WAR ON THE DIAMOND
There are many heralded sports rivalries: Cowboys vs. Redskins (Commanders), Yankees vs. Red Sox, Dodgers vs. Padres. However, only one came to exist due to a literal death. War on the Diamond covers a lesser-known sports rivalry whose genesis was a tragedy. Made with love and sincerity, War on the Diamond is sadly jumbled in its execution.
Ostensibly, War on the Diamond chronicles the only death resulting from playing baseball. That was on August 16, 1920 at the Polo Grounds. The then-Cleveland Indians were playing against the New York Yankees. At bat was Ray Chapman, recently married and rumored to be in his final year of professional baseball. On the mound, Carl Mays, a surly pitcher not known for kindness or sentimentality.
At the time, pitchers would use the same baseball throughout the game. As a result, the ball would get dirtier and harder to see. Mays' pitch struck Chapman on the head so hard that Mays initially mistook the sound of Chapman's head-bashing for a hit. Chapman died the next day from his head injury.
Ever since then, War on the Diamond suggests, the Indians (now Guardians) and the Yankees have been bitter rivals. That rivalry grows stronger when Cleveland native George Steinbrenner buys the New York Yankees. The blend of Cleveland bravado and New York attitude drives Indians/Guardians fans up the wall.
War on the Diamond may use the tagline, "The Deadly Pitch That Launched a Rivalry", but oddly, it does not focus on said pitch. Instead, War on the Diamond wanders hither and yon from that story to the Steinbrenner story and back again for no discernable reason. Director Andrew Billman and the documentary's producers adapted the nonfiction book The Pitch That Killed by Mike Sowell for their story.
The question remains, "What story were they interested in?". War on the Diamond oddly suggests that this purported Yankees/Guardians rivalry was more due to Steinbrenner than it was to Mays. It does not help that for Yankees fans, Cleveland is at most an afterthought. The Red Sox, that is a rivalry. The Indians/Guardians? Nothing.
At least twice I noted during the 90 minute running time how odd it was that War on the Diamond shifted from recent days to 1920. How Chapman's tragedy connects to that of Herb Score, an Indians pitcher bound for greatness until, strangely enough, another Yankee (Gil McDougald) hit him in the head the film does not say.
The Chapman and Score stories might connect (though a bit of a stretch), but how to make sense of the inclusion of what was dubbed "the Midges Game" in a documentary film supposedly about an event from 1920? Game 2 of the 2007 American League Division Series was 1-0 for the Yankees at the 8th inning when a sudden infestation of midges overwhelmed the New York players. The Indians/Guardians ended up winning, in part due to the distraction and chaos the midges played on their supposed rivals.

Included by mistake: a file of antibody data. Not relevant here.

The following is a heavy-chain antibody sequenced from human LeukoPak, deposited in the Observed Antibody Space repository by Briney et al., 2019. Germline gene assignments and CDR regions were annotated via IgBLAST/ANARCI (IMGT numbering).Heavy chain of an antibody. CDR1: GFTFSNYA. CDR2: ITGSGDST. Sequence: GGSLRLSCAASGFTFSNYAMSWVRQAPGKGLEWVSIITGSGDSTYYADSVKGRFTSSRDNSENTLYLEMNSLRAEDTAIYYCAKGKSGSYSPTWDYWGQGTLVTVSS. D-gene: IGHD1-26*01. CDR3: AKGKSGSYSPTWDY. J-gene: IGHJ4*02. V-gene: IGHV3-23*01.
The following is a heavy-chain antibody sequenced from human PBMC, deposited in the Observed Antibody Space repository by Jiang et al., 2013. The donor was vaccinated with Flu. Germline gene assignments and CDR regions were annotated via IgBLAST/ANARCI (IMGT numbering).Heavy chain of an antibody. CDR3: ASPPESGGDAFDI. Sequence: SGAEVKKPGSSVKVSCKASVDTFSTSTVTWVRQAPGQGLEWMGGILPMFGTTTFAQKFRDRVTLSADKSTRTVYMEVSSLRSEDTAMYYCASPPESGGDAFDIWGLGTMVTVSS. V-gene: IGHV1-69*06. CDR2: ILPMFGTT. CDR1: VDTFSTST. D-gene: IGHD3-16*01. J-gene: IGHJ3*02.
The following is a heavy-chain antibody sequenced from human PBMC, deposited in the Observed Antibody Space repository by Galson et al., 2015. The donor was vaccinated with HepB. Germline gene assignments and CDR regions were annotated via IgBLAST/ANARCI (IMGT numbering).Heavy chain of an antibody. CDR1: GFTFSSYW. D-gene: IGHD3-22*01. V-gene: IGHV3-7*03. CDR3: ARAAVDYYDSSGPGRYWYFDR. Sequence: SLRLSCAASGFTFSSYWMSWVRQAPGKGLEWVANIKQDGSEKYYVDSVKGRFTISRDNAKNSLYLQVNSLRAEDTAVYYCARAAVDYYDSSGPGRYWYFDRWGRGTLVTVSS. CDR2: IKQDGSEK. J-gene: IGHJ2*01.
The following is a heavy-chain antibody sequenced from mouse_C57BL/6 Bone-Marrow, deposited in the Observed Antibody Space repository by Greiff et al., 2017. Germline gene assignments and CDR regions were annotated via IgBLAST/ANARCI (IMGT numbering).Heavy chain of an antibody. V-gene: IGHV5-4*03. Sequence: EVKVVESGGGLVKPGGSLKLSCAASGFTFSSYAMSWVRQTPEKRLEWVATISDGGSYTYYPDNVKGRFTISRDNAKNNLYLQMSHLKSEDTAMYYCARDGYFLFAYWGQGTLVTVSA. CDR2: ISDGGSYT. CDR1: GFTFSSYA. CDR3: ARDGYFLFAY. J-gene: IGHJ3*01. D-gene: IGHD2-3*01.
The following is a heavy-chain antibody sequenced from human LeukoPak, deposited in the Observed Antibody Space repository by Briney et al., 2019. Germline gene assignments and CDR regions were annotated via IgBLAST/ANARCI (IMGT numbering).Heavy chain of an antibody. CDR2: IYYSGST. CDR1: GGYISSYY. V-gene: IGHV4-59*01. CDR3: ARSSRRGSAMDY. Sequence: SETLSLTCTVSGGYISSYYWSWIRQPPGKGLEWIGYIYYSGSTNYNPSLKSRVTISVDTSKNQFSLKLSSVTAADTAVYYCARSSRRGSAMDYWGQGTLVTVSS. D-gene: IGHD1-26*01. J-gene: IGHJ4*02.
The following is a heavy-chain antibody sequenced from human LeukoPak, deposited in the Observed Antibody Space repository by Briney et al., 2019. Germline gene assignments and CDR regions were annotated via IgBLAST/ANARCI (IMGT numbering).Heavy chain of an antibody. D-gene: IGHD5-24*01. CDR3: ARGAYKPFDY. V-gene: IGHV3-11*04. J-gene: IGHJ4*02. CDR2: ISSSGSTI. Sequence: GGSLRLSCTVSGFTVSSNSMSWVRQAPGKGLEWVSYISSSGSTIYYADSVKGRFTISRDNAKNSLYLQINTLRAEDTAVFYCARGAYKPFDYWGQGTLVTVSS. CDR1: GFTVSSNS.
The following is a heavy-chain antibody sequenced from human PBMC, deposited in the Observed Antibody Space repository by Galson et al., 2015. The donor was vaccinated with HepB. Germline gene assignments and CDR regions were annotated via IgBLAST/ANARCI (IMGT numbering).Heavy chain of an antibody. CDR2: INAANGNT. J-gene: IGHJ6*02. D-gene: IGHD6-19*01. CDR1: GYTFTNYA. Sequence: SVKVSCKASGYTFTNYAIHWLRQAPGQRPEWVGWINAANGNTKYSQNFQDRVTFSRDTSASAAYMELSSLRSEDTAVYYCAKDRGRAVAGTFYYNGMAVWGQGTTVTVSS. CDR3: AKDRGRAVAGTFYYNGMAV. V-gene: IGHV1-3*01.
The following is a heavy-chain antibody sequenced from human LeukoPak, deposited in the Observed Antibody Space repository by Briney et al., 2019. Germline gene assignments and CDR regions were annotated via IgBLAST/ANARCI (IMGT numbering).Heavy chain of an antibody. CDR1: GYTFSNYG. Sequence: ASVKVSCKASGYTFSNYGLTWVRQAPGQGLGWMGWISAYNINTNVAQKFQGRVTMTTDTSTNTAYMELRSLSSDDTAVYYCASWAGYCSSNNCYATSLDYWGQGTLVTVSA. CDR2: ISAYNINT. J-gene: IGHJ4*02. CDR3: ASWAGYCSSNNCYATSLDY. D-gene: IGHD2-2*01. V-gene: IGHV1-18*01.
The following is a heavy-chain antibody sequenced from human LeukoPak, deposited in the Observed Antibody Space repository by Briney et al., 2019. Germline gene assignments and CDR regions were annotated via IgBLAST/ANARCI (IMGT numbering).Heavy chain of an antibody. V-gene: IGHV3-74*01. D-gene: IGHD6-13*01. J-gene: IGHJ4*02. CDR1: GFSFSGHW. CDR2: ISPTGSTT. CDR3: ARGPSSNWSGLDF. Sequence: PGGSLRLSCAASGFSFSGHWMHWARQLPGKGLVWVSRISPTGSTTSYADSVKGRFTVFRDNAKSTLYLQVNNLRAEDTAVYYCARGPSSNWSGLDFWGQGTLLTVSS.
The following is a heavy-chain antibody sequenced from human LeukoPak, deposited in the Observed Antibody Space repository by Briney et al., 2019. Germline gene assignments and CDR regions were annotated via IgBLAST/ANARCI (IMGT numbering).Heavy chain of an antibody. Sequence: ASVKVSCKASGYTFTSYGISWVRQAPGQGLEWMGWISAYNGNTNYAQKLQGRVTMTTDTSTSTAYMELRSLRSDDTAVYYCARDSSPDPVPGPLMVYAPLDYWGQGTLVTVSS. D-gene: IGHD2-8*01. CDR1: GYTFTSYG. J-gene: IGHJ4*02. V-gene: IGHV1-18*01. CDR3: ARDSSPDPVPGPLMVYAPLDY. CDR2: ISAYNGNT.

War on the Diamond cannot make the claim that the Midges Game somehow connects to the Chapman tragedy as part of a long-running rivalry. It can't even prove there is a rivalry.
It is not as though there are not interesting elements in War of the Diamond. Seeing an archival interview from Ray Chapman's elderly sister Margaret Chapman Joy is a treat, giving us her unique firsthand knowledge of both her brother and the tragedies that befell him and his wife Kathleen. A brief snippet of an interview with Carl Mays too is fascinating, as is a tidbit that Mays became so despised that even Ty Cobb hated him, calling him a killer.
The film also has an interesting bookend story. War on the Diamond opens and closes with the story of the Ray Chapman Memorial Plaque, which had mysteriously been lost when the team moved stadiums only to emerge decades later in a storage room. The plaque was restored and given a place of honor at Progressive Field.
Apart from those points, War on the Diamond sadly flounders, more so with a toxic mix of reenactments, incessant music and rather dull narration. It reminded me of a locally produced series of El Paso-centered documentaries. The quality is not top-notch but serviceable for viewing. Likewise, War on the Diamond might be interesting for baseball fans, specifically from Cleveland. Outside of them, it might be too hodgepodge and frankly, a bit boring, for others.
The Ray Chapman story should be remembered. War on the Diamond is a decent primer, but the limitations show.